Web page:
Randy Burns is a minor figure on the Greenwich Village '60s folk scene, but his albums are largely enjoyable examples of post-Dylan psychedelic folk; the first three have the added collector value of being on the legendary New York indie ESP-Disk although they're not as interesting as, say, Pearls Before Swine.
Burns was born in Connecticut in 1948 and ran away from home at the age of 17. After the requisite period spent bumming around with a guitar on his back, the teenager ended up in New York City at the tail end of the folk boom of the early '60s, sleeping in Washington Square Park and busking for spare change. In early 1966, at the age of 18, he landed a regular gig as the permanent opening act at the legendary Gaslight Club on MacDougal Street in Greenwich Village. Shortly thereafter, Burns was approached by ESP-Disk founder and president Bernard Stollman, who invited the young folk singer to record for his label. Although Burns' style was far more "normal" than anyone else on the label (his cohorts included the Fugs and the Godz, plus the best of the city's free jazz scene), he dutifully recorded his first album, 1967's Of Love and War, a pleasant but fairly unremarkable folk album of the time with Burns' smooth voice accompanied only by his acoustic guitar and Emery Fletcher's occasional 12-string accents. Burns only plays three originals (all quite good), with the rest of the album consisting of scene standards by folks like Eric Anderson and David Blue, with a haunting version of Irene Paul's haunting 1940s anti-war ballad "Mr. War" the highlight.
The Village folk scene petered out during the summer of love, and like many of the New York folkies of the time, Burns became intrigued by the possibilities of psychedelic rock. Briefly returning home to New Haven, Burns hooked up with a local psych-pop band called the Morning. Thus inspired, he returned to Greenwich Village and formed the Sky Dog Band, which consisted of Burns on vocals and both electric and acoustic guitar, Mat Kastner on piano and organ, Bruce Samuels on bass and flute, and John O'Leary on trap kit and (more often) hand percussion. The new foursome gigged around town in the winter of 1967-1968 and entered the studio to record Burns' second ESP-Disk album, Evening of the Magician, the following spring. A huge improvement over Burns' rather pedestrian debut, Evening of the Magician is a minor classic of acid folk with ten excellent new Burns originals and none of the uninspired covers that dragged down Of Love and War.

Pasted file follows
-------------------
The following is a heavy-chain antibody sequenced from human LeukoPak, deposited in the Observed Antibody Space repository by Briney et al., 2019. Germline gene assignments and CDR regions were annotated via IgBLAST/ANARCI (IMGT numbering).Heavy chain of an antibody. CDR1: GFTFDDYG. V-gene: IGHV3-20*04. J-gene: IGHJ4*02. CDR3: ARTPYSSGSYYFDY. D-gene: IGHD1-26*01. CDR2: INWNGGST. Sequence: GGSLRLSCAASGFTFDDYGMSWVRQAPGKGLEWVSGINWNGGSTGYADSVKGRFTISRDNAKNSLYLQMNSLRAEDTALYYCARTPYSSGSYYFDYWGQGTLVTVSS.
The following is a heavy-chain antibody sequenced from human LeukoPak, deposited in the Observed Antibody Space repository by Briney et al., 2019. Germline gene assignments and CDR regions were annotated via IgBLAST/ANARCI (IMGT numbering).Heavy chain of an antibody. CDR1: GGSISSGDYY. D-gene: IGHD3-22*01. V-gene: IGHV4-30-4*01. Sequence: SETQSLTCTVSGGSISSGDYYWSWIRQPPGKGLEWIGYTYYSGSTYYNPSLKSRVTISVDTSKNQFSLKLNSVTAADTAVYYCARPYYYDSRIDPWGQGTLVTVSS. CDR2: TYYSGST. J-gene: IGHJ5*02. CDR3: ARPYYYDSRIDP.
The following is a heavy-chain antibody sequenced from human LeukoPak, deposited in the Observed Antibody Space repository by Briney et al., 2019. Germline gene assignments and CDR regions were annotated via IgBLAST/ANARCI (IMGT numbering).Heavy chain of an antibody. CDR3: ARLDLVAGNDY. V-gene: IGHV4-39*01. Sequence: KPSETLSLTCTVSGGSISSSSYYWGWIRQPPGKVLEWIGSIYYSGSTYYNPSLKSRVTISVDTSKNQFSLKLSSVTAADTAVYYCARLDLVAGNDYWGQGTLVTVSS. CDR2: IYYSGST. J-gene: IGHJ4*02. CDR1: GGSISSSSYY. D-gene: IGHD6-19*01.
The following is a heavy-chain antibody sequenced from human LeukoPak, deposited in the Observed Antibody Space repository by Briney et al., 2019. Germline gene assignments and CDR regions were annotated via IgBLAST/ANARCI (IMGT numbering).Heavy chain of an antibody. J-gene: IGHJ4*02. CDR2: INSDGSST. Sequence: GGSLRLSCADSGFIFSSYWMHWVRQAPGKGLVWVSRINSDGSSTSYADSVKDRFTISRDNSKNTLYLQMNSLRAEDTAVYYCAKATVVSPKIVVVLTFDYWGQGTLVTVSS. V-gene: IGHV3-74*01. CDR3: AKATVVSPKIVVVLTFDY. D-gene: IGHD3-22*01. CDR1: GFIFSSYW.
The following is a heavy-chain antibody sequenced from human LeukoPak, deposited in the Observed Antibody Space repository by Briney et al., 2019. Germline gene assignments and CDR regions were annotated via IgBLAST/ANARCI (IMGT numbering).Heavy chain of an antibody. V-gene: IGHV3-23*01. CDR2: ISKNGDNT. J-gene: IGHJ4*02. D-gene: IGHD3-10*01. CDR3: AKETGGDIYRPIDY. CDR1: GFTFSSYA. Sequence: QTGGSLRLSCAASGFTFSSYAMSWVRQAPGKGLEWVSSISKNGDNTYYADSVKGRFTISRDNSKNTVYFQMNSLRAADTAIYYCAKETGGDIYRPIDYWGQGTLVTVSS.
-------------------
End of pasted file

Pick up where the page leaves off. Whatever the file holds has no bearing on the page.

Burns kept the Sky Dog Band for his third and final ESP-Disk release, 1970's Song for an Uncertain Lady. The psychedelia is somewhat toned down on this release, and a newfound country tinge colors several tracks. The country-rock feel suits Burns' voice and songs very well, and this album is nearly the equal of its predecessor.
When ESP-Disk began winding down in the early '70s, Burns made the major-label jump that only his erstwhile labelmates the Fugs and Pearls Before Swine had previously managed. Signing with Mercury Records, Burns recorded 1971's Randy Burns and the Sky Dog Band, another fine country-rock effort. Unfortunately, it didn't sell much more than his ESP-Disk material had (hardly at all, in other words), and Mercury dropped him. Polydor came to the singer/songwriter's rescue for two more albums, 1972's I'm a Lover, Not a Fool and 1973's optimistically titled Still on Our Feet. Polydor followed Mercury's lead after that album, which remained Burns' final release for nearly two decades.
Burns didn't give up performing in the '70s and '80s. He and Kastner, who switched from keyboards to guitar and bass, played folk festivals and coffeehouses throughout those years, and in 1991, the pair recorded The Cat's Pajamas, a cassette Burns self-released on his own Picket Fence label, selling most of them at shows. Burns continued to perform through the '90s while writing his autobiography, Before the Road Ended. Excerpts from this book appeared in a variety of folk-related zines and websites in the late '90s. All three of Burns' ESP-Disk releases came out on CD as part of the German ZYX label's ESP-Disk reissue campaign in the mid-'90s.